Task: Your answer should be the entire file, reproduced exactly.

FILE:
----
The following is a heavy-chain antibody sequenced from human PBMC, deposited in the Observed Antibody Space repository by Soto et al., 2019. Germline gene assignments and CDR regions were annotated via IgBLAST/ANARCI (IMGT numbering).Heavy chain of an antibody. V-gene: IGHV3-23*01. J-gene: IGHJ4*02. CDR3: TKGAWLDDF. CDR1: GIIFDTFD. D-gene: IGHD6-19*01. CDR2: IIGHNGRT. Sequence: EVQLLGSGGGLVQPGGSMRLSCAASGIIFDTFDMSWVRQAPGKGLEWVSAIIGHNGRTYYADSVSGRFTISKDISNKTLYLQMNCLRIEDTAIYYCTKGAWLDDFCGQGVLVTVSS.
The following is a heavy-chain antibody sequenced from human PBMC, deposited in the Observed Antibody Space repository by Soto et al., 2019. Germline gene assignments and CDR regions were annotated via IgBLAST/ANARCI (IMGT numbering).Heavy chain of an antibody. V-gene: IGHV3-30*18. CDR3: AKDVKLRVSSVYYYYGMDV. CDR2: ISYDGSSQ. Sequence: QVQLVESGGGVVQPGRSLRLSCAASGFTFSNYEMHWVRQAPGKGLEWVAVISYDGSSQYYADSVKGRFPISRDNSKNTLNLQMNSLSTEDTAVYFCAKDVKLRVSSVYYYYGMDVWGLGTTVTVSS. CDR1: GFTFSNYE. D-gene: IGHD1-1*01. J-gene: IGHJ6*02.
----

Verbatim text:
The following is a heavy-chain antibody sequenced from human PBMC, deposited in the Observed Antibody Space repository by Soto et al., 2019. Germline gene assignments and CDR regions were annotated via IgBLAST/ANARCI (IMGT numbering).Heavy chain of an antibody. V-gene: IGHV3-23*01. J-gene: IGHJ4*02. CDR3: TKGAWLDDF. CDR1: GIIFDTFD. D-gene: IGHD6-19*01. CDR2: IIGHNGRT. Sequence: EVQLLGSGGGLVQPGGSMRLSCAASGIIFDTFDMSWVRQAPGKGLEWVSAIIGHNGRTYYADSVSGRFTISKDISNKTLYLQMNCLRIEDTAIYYCTKGAWLDDFCGQGVLVTVSS.
The following is a heavy-chain antibody sequenced from human PBMC, deposited in the Observed Antibody Space repository by Soto et al., 2019. Germline gene assignments and CDR regions were annotated via IgBLAST/ANARCI (IMGT numbering).Heavy chain of an antibody. V-gene: IGHV3-30*18. CDR3: AKDVKLRVSSVYYYYGMDV. CDR2: ISYDGSSQ. Sequence: QVQLVESGGGVVQPGRSLRLSCAASGFTFSNYEMHWVRQAPGKGLEWVAVISYDGSSQYYADSVKGRFPISRDNSKNTLNLQMNSLSTEDTAVYFCAKDVKLRVSSVYYYYGMDVWGLGTTVTVSS. CDR1: GFTFSNYE. D-gene: IGHD1-1*01. J-gene: IGHJ6*02.